Something I’ve not had a rant about on this page, I notice. So I may as well. Sunday trading restrictions in England and Wales. In a word “WHY?!”
Pop over the border to Scotland and, as well as all-day drinking which I won’t start on, 24-7 shopping means 24-7 shopping. Aside from, to be fair, xmas day and New Year’s day when any sensible Scot is nursing a clanging hangover.
In England, every supermarket shuts its door around 8pm on a Saturday. They then have a 6-hour window during which they can open on a Sunday (somewhere between 10 and 6, depending on the shop) then they’re closed until 8am on Monday.
What is the point? I go to Morrisons near me on a Sunday and there’s actually a queue to get in first thing on a Sunday. These days, families have so many commitments and so little time around work, that extra shopping time is a necessity not a luxury.
I can’t get my shopping done every Saturday as I go to the football. Other people will travel to see relatives. You don’t want to get your weekly groceries in on a Saturday monrning on the way there. It’s daft – your fresh fruit and veg will just be sat there for an extra day towards expiration until you return.
If I go away for the weekend, it’d suit me down to the ground to be able to swing by Asda or wherever on the way home on Sunday evening to pick up fresh milk, bread and the like. Only I can’t unless I’m getting home before 4pm.
So what’s stopping the change? As far as I’m aware, it’s politicians being scared of losing the religious vote courtesy of the ludicrously self-centred and rather ignorant “Keep Sunday Special” morons.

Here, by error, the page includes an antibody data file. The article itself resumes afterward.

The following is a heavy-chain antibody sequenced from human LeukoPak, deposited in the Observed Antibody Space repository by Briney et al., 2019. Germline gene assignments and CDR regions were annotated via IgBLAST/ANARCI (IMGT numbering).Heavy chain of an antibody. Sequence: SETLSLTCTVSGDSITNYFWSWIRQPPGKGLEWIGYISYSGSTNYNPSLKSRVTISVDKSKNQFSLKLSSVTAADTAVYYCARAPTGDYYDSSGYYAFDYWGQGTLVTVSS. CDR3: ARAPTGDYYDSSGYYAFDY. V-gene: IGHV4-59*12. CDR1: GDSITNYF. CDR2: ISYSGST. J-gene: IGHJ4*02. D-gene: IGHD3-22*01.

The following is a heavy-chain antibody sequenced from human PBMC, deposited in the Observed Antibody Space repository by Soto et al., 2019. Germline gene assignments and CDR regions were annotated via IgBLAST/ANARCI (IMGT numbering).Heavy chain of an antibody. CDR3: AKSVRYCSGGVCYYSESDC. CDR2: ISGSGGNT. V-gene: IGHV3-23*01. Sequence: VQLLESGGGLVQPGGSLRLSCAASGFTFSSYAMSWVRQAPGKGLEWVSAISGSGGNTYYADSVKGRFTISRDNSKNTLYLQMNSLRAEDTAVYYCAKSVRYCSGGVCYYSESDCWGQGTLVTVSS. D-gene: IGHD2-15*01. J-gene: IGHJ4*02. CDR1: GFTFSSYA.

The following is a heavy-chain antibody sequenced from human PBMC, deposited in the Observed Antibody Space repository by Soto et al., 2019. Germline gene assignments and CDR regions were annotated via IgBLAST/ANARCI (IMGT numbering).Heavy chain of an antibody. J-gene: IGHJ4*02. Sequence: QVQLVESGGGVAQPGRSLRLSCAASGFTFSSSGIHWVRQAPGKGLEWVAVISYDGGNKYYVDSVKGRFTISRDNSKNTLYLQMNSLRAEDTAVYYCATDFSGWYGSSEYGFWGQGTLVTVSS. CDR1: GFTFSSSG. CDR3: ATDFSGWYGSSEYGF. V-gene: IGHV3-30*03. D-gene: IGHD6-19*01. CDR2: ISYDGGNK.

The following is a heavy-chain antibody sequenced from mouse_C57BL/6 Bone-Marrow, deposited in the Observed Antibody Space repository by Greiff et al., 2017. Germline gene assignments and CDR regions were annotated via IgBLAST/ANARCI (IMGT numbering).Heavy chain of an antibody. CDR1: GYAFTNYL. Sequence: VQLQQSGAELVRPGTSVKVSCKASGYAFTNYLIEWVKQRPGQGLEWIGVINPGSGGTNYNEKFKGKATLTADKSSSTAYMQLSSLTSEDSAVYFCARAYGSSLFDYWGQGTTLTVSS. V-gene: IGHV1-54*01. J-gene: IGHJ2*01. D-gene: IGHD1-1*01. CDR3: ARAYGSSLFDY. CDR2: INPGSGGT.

Why should I have my life made inconvenient because someone else wants to keep Sundays as a special day for themselves? I am not religions. By “keeping Sunday special” they are attempting to force me to live their lifestyle. Surely this is in breach of my human rights? Just as I’d not force them to drink pig blood, or have sex outside of their marriage, I’d not expect someone else to dictate when I can conveniently shop or drink alcohol.
Keeping Sunday special should surely be a choice made by an individual. While I appreciate the other problems incurred with Sunday opening by large chains (smaller neighbourhood shops closing and so forth), that’s just a change in the way society works. You can’t go around forcing people to do “nice” things on Sunday when many of them only have the one day to get stuff done. Our country has changed massively in the last 10-20 years, especially in the way people work and live.
Lives are more hectic, people work longer hours, staff are not “forced” to work Sundays but just kind of expect to, in certain jobs. I work (or at least travel) out of hours a lot with my job. It’s expected. I don’t get paid extra for it. People who work Sundays do get paid for the hours.
The “Keep Sunday Special” campaign “claims that there is no demand by consumers for even more shopping hours. Any campaign to extend Sunday hours is fired by the appetites of big stores to build even greater profits.”
If there’s no demand for extra hours, explain the 50+ people at the doors to my local Morrisons at 9:50 this morning. Don’t forget that a very sizeable portion of the UK’s population these days is not Christian. Jews and Muslims, as examples, both celebrate a different holy day. I, on the other hand, celebrate none. By restricting (or banning) Sunday trade, by making it different from any other day, you’re restricting their desire to live in a way that suits their beliefs. And surely that is a more serious offense than buying some frozen veg when I “should” be in church.